The Official Diagnosis
They had a doctor come in from the Mass General Down Syndrome Clinic to examine my daughter. He said that she didn't have any signs at the time of birth. We were baffled, does she have it or not? We really didn't know. She spent her time in the NICU only because she was so small and was unable to keep warm on her own, so she needed an incubator to monitor her temperature. Besides that, she was extremely healthy. We had a cardiologist examine her while she was in the NICU and said that her heart was perfectly healthy. Everything was going great and I was spending day and night at the hospital to bond with my little angel. After about a week and a half in the NICU, her DNA results were in. The Doctor came into the room and told me, “I am so sorry, the results came back that Scarlett has trisomy 21 (Down syndrome).” He had his head hung low once again like he was reading a death sentence for my child. I wanted to punch him in the face for his approach, but I stayed quiet and allowed him to leave the room in one piece. I then looked down at my perfect daughter and held her so tight and sobbed. Mama bear kicked in, and promised to do anything that this child needed for her to have the best life she possibly could. I also wanted to change the stigma of Down syndrome diagnosis being this awful thing. Once we were discharged from the hospital, we brought her home and I was so protective of her that I didn't want anyone to come visit or know about her diagnosis. I had experienced so much negativity that I could not stand the thought of one more person telling me they were sorry for me giving birth to my daughter. I found myself only posting pictures on Facebook where you couldn't tell that she was different, and eventually even disabling my Facebook all together. I found myself worrying about her future and asking myself if she make friends or be happy.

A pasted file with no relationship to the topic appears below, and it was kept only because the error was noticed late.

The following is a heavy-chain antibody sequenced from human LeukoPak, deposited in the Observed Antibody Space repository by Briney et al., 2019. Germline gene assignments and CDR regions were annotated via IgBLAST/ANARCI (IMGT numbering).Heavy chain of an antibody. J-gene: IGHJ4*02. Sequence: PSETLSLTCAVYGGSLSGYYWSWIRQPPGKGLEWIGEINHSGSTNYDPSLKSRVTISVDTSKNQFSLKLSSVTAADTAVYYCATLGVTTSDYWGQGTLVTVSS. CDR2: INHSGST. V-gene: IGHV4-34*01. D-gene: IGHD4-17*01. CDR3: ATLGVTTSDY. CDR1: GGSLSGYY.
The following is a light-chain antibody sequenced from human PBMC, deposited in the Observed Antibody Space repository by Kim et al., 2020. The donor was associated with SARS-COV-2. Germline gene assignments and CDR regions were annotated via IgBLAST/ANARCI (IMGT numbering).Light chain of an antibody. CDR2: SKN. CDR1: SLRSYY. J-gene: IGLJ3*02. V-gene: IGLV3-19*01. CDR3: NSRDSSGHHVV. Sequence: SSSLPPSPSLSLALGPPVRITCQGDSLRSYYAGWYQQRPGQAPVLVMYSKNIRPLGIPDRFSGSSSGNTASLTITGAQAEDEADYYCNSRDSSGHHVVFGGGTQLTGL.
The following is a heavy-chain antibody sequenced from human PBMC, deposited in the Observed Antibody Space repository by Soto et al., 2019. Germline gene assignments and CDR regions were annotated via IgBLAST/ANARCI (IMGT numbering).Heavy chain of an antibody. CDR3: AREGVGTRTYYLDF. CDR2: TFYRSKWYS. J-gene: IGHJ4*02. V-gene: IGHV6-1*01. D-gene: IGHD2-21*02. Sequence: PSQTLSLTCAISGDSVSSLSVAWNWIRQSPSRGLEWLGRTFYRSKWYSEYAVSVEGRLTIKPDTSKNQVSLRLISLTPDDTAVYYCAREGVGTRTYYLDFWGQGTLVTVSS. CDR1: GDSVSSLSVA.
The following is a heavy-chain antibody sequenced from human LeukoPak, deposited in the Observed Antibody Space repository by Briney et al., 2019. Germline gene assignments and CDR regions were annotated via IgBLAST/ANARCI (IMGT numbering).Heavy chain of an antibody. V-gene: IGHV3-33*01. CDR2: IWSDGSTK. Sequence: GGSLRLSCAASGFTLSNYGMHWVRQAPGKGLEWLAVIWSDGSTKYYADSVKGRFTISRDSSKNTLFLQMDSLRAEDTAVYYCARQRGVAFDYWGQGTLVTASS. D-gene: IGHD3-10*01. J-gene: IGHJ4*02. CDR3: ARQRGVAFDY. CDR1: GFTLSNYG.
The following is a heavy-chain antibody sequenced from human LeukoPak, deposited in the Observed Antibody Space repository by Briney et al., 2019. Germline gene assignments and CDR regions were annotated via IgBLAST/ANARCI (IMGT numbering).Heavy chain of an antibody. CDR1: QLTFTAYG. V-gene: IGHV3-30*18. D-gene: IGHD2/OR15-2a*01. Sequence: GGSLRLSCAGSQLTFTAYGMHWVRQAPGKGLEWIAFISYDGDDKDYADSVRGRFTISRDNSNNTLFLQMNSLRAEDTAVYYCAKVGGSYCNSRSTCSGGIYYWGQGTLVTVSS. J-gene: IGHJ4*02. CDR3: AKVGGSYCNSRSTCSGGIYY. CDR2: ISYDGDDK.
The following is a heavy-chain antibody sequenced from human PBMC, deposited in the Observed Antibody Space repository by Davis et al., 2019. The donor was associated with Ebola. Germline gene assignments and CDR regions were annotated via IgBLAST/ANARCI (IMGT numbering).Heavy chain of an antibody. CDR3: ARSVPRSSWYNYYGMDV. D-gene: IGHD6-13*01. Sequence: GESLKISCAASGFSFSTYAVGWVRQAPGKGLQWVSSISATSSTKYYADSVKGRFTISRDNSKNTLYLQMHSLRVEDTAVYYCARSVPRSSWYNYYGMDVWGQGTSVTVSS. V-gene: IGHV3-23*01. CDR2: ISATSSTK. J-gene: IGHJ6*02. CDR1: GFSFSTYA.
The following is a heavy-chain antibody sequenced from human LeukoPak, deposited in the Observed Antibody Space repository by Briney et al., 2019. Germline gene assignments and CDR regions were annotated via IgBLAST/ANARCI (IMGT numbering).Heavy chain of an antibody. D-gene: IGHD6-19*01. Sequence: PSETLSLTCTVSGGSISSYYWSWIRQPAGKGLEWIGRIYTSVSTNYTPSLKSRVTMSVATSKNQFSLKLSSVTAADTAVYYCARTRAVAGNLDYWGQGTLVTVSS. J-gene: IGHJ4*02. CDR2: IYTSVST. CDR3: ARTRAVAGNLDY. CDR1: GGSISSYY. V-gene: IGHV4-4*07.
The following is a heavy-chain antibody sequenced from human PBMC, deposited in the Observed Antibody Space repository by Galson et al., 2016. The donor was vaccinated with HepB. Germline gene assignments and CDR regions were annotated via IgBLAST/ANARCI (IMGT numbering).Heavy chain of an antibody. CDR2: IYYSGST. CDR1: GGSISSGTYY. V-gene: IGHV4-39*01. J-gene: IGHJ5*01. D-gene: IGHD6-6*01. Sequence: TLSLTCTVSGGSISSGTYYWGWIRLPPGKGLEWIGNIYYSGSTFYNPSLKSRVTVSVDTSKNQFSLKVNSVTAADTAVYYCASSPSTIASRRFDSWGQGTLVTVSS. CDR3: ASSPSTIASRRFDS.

The public announcement
I had to finally slap myself into shape and remind myself that all these worries were making me miss out on bonding with my baby, who was growing by the day. And that what truly mattered now is that she is healthy and loved. I told myself to worry about the other things when and if they appear down the road. Once she was about 2 months old, I decided to publicly announce her diagnosis to everyone on Facebook. Yes, she does look a little different, and i'd rather people know than speculate. And most importantly, to hear it from me in a positive post sharing how we couldn't be happier about Scarlett joining our family. I have continued to share her because she is so smart, fun and our life would have been miserable without her. She has made me into a better person and taught me to look at things in a different perspective. She has given my family, friends and others so much love and happiness just by being her. I sometimes think back to when they were trying to get me to abort her, and the way they made my life seem like it was going to be. Honestly, all the negative information they gave made me hate myself, I am not going to lie, it did enter my mind a couple times to abort. And I think now of what a loss that would have been for me and my family. The doctors and genetic counselors ruined my experience of my first pregnancy by giving me such negative information. I feel so sorry for the families who get pressured into abortion due to Down syndrome, because they are missing out on such an amazing gift. My opinion on disabilities has changed tremendously since having Scarlett. Every child deserves to be loved and live life, and I hope that doctors and genetic counselors can see that as well. I want people to stop apologizing to mothers when they share a diagnosis and just simply congratulate them. A baby is a miracle and no child deserves an apology for entering this world. We need to stop saying sorry for Down syndrome and start celebrating life.